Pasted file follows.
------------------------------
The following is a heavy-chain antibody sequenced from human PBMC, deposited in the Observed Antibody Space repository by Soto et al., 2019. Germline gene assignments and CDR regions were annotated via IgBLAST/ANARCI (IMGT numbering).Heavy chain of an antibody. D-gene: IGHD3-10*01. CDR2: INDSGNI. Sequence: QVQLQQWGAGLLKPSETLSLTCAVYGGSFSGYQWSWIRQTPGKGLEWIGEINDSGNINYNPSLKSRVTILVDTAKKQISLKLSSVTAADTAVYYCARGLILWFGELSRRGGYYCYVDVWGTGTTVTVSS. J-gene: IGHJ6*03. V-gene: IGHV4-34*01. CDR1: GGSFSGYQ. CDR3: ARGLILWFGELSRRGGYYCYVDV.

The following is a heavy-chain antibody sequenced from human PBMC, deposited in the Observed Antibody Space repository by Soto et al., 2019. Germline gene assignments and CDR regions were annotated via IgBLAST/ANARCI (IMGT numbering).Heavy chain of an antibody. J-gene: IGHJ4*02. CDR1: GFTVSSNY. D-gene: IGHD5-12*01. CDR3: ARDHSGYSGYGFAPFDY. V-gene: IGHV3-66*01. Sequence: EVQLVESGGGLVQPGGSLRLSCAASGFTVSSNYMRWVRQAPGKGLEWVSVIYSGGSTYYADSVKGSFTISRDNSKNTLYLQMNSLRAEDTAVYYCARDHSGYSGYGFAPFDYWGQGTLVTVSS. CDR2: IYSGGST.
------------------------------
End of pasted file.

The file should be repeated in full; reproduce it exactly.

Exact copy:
The following is a heavy-chain antibody sequenced from human PBMC, deposited in the Observed Antibody Space repository by Soto et al., 2019. Germline gene assignments and CDR regions were annotated via IgBLAST/ANARCI (IMGT numbering).Heavy chain of an antibody. D-gene: IGHD3-10*01. CDR2: INDSGNI. Sequence: QVQLQQWGAGLLKPSETLSLTCAVYGGSFSGYQWSWIRQTPGKGLEWIGEINDSGNINYNPSLKSRVTILVDTAKKQISLKLSSVTAADTAVYYCARGLILWFGELSRRGGYYCYVDVWGTGTTVTVSS. J-gene: IGHJ6*03. V-gene: IGHV4-34*01. CDR1: GGSFSGYQ. CDR3: ARGLILWFGELSRRGGYYCYVDV.

The following is a heavy-chain antibody sequenced from human PBMC, deposited in the Observed Antibody Space repository by Soto et al., 2019. Germline gene assignments and CDR regions were annotated via IgBLAST/ANARCI (IMGT numbering).Heavy chain of an antibody. J-gene: IGHJ4*02. CDR1: GFTVSSNY. D-gene: IGHD5-12*01. CDR3: ARDHSGYSGYGFAPFDY. V-gene: IGHV3-66*01. Sequence: EVQLVESGGGLVQPGGSLRLSCAASGFTVSSNYMRWVRQAPGKGLEWVSVIYSGGSTYYADSVKGSFTISRDNSKNTLYLQMNSLRAEDTAVYYCARDHSGYSGYGFAPFDYWGQGTLVTVSS. CDR2: IYSGGST.